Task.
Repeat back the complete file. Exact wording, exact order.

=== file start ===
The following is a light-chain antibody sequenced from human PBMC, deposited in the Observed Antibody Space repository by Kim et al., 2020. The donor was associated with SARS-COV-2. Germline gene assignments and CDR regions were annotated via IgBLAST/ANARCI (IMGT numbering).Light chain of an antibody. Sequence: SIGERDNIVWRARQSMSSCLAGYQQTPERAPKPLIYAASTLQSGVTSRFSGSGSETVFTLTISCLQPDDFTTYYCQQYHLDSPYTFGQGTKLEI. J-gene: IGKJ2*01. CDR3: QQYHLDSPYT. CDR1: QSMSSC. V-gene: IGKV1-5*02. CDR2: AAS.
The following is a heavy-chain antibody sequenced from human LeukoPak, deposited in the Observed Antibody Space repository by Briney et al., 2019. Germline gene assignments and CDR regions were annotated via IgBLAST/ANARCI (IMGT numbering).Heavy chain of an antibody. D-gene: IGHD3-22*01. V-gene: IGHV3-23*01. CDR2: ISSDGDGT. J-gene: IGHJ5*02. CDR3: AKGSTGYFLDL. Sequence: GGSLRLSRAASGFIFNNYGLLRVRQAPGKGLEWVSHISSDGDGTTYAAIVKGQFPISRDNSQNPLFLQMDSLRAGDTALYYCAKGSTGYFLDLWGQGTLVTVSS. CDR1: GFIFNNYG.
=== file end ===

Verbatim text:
The following is a light-chain antibody sequenced from human PBMC, deposited in the Observed Antibody Space repository by Kim et al., 2020. The donor was associated with SARS-COV-2. Germline gene assignments and CDR regions were annotated via IgBLAST/ANARCI (IMGT numbering).Light chain of an antibody. Sequence: SIGERDNIVWRARQSMSSCLAGYQQTPERAPKPLIYAASTLQSGVTSRFSGSGSETVFTLTISCLQPDDFTTYYCQQYHLDSPYTFGQGTKLEI. J-gene: IGKJ2*01. CDR3: QQYHLDSPYT. CDR1: QSMSSC. V-gene: IGKV1-5*02. CDR2: AAS.
The following is a heavy-chain antibody sequenced from human LeukoPak, deposited in the Observed Antibody Space repository by Briney et al., 2019. Germline gene assignments and CDR regions were annotated via IgBLAST/ANARCI (IMGT numbering).Heavy chain of an antibody. D-gene: IGHD3-22*01. V-gene: IGHV3-23*01. CDR2: ISSDGDGT. J-gene: IGHJ5*02. CDR3: AKGSTGYFLDL. Sequence: GGSLRLSRAASGFIFNNYGLLRVRQAPGKGLEWVSHISSDGDGTTYAAIVKGQFPISRDNSQNPLFLQMDSLRAGDTALYYCAKGSTGYFLDLWGQGTLVTVSS. CDR1: GFIFNNYG.